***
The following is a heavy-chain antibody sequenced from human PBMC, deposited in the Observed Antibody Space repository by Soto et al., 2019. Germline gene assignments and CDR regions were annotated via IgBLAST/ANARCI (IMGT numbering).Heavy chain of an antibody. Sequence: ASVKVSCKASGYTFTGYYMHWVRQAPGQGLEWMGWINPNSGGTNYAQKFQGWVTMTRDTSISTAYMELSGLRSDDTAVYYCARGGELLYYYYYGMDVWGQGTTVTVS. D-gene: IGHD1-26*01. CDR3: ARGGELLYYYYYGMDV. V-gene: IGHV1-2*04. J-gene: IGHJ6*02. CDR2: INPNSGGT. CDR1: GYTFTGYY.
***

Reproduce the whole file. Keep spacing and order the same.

The following is a heavy-chain antibody sequenced from human PBMC, deposited in the Observed Antibody Space repository by Soto et al., 2019. Germline gene assignments and CDR regions were annotated via IgBLAST/ANARCI (IMGT numbering).Heavy chain of an antibody. Sequence: ASVKVSCKASGYTFTGYYMHWVRQAPGQGLEWMGWINPNSGGTNYAQKFQGWVTMTRDTSISTAYMELSGLRSDDTAVYYCARGGELLYYYYYGMDVWGQGTTVTVS. D-gene: IGHD1-26*01. CDR3: ARGGELLYYYYYGMDV. V-gene: IGHV1-2*04. J-gene: IGHJ6*02. CDR2: INPNSGGT. CDR1: GYTFTGYY.